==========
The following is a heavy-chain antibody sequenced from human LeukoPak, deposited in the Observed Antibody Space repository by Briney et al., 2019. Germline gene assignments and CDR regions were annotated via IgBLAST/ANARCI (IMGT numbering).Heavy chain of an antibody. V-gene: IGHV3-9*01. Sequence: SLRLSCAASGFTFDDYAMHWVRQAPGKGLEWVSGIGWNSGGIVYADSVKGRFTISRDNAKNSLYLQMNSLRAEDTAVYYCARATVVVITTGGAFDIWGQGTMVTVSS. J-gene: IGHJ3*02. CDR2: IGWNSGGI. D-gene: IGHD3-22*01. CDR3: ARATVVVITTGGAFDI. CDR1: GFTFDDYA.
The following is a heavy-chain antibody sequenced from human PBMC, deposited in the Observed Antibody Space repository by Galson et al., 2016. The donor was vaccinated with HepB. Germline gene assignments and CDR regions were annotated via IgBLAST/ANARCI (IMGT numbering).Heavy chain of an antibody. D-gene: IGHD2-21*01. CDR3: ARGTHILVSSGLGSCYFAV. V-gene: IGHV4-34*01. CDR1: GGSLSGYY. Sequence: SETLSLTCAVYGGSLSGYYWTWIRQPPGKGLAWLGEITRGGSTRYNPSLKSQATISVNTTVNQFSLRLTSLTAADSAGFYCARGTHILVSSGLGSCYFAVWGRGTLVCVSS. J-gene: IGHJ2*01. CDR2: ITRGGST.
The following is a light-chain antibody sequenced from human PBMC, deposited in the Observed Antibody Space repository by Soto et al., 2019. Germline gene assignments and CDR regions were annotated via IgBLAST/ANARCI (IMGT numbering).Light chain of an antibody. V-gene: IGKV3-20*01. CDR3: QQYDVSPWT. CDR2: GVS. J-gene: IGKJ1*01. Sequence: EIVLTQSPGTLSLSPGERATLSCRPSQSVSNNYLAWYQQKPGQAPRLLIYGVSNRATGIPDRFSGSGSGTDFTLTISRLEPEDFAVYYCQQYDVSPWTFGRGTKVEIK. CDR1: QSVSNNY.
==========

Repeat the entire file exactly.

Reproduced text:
The following is a heavy-chain antibody sequenced from human LeukoPak, deposited in the Observed Antibody Space repository by Briney et al., 2019. Germline gene assignments and CDR regions were annotated via IgBLAST/ANARCI (IMGT numbering).Heavy chain of an antibody. V-gene: IGHV3-9*01. Sequence: SLRLSCAASGFTFDDYAMHWVRQAPGKGLEWVSGIGWNSGGIVYADSVKGRFTISRDNAKNSLYLQMNSLRAEDTAVYYCARATVVVITTGGAFDIWGQGTMVTVSS. J-gene: IGHJ3*02. CDR2: IGWNSGGI. D-gene: IGHD3-22*01. CDR3: ARATVVVITTGGAFDI. CDR1: GFTFDDYA.
The following is a heavy-chain antibody sequenced from human PBMC, deposited in the Observed Antibody Space repository by Galson et al., 2016. The donor was vaccinated with HepB. Germline gene assignments and CDR regions were annotated via IgBLAST/ANARCI (IMGT numbering).Heavy chain of an antibody. D-gene: IGHD2-21*01. CDR3: ARGTHILVSSGLGSCYFAV. V-gene: IGHV4-34*01. CDR1: GGSLSGYY. Sequence: SETLSLTCAVYGGSLSGYYWTWIRQPPGKGLAWLGEITRGGSTRYNPSLKSQATISVNTTVNQFSLRLTSLTAADSAGFYCARGTHILVSSGLGSCYFAVWGRGTLVCVSS. J-gene: IGHJ2*01. CDR2: ITRGGST.
The following is a light-chain antibody sequenced from human PBMC, deposited in the Observed Antibody Space repository by Soto et al., 2019. Germline gene assignments and CDR regions were annotated via IgBLAST/ANARCI (IMGT numbering).Light chain of an antibody. V-gene: IGKV3-20*01. CDR3: QQYDVSPWT. CDR2: GVS. J-gene: IGKJ1*01. Sequence: EIVLTQSPGTLSLSPGERATLSCRPSQSVSNNYLAWYQQKPGQAPRLLIYGVSNRATGIPDRFSGSGSGTDFTLTISRLEPEDFAVYYCQQYDVSPWTFGRGTKVEIK. CDR1: QSVSNNY.